First, let's take care of the obvious: There are some pretty nasty characters out there who have committed some pretty despicable crimes.
And, when you add up all of the hardships and deprivations that supposedly warped their natures and led them to a life of violence, then try to balance these against the horror and loss of their victims-- well, there is just no balancing the two.
OK, so maybe this is too obvious.
But we can't even begin to consider the pros and cons of the death penalty without first acknowledging the self-evident truth that some of the people sentenced to die are really, really bad.
Now, here's the second truth that is self-evident: the death penalty doesn't work.
Look at Maryland. Maryland has one of the most carefully crafted laws in the country. State law meticulously defines the types of crimes that would make a defendant eligible for the death penalty, and it lists, just as meticulously, the mitigating circumstances juries may use when considering clemency.
The fact-finding part of a trial is carefully separated from the sentencing part, and the law mandates appellate review. Just recently, juries have been given the option of sentencing a defendant to life without parole as a palatable alternative to death.
These niceties may infuriate the most bloodthirsty among us, but they clearly respond to the desires of the mainstream.
Most people support the death penalty, according to opinion polls, but they want it reserved for the most heinous crimes. They want to be as certain as possible the state is executing the right person. They want the process to be fair and equitably applied. And there are times when mitigating factors do lead juries to vote for a lesser penalty -- life or life without parole.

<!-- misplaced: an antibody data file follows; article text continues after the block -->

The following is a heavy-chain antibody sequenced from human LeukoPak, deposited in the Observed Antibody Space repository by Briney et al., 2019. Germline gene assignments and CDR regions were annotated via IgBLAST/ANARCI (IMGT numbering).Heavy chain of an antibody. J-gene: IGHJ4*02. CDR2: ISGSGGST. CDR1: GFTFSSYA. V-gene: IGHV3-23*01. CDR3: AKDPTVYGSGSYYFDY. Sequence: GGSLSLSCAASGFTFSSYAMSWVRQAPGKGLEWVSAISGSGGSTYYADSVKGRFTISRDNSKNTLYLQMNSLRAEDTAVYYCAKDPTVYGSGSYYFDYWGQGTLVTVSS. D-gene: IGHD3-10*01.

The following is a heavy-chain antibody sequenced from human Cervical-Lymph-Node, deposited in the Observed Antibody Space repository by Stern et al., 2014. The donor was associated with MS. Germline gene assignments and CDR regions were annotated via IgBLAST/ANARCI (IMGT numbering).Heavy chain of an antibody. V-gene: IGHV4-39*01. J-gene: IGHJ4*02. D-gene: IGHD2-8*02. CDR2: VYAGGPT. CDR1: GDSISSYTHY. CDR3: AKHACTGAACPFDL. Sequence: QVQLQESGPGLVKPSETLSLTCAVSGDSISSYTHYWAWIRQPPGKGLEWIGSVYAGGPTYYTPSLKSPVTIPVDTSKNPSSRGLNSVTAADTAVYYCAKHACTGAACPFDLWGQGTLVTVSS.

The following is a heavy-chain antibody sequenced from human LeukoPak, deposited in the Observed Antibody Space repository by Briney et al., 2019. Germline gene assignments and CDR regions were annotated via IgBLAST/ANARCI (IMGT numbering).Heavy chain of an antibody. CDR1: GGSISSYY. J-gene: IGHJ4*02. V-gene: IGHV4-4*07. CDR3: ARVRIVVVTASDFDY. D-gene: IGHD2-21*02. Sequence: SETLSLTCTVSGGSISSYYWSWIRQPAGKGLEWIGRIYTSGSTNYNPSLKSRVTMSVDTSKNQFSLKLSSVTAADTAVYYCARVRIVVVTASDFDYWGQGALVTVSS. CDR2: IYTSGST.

Yet, despite all of these precautions, Maryland's law clearly does not accomplish what we want it to.
The death penalty isn't always reserved for the most heinous offenses, or for those criminals considered the most hard-core and cold-blooded.
It hasn't deterred crime, here or elsewhere. It hasn't help make people feel any safer or more secure. It hasn't slaked the public's thirst for revenge.
And above all, it isn't demonstrably fair. For instance, race and economic status continue to be apparent factors in executions.
Nationwide, black defendants are disproportionately tried, sentenced and executed. Prosecutors are far more likely to apply the death penalty in a case involving a white murder victim than if the victim was black, Hispanic, or Asian.
Meanwhile, a study by the American Bar Association suggested that in many instances poor people were represented by incompetent or inexperienced counsel who fumbled important evidence that may have helped their client, missed judicial or prosecutorial mistakes as grounds for an appeal and overlooked crucial legal avenues that could have gotten convictions or sentences overturned.
And keep in mind, many states aren't nearly as particular about who gets sentenced as we are here. Seven states in the Deep South, known collectively as the "Death Belt," have accounted for 70 percent of the 149 executions since the Supreme Court reinstated capital punishment in 1976. (Maryland has not executed anyone since 1961).
It was these wild statistical disparities that led U.S. Rep. Don Edwards, D-Calif., to introduce the "Fairness in Death Sentencing Act" July 12.
Edwards' bill attacks the apparent racial disparity in the application of the death penalty by allowing defendants to use statistical data as evidence of unfairness. It echoes last year's "Racial Justice Act" which passed the House but died in the Senate.
The bill appears to come at a bad time since this same Congress has just voted to extend the death penalty to a widening range of federal crimes. And the Bush administration has been lobbying ferociously for procedures that would limit death-row appeals, making the road to execution both faster and easier.
But think about this for a moment: If you are like most people, you support the death penalty in certain cases. But isn't it just as important to you that it be applied fairly? Don't you want to be sure that we execute the right guy, not some poor schmuck with an incompetent lawyer?
I think so. I believe fairness remains an important mainstream value -- even though the public discourse, not to mention public policy, often suggests otherwise these days.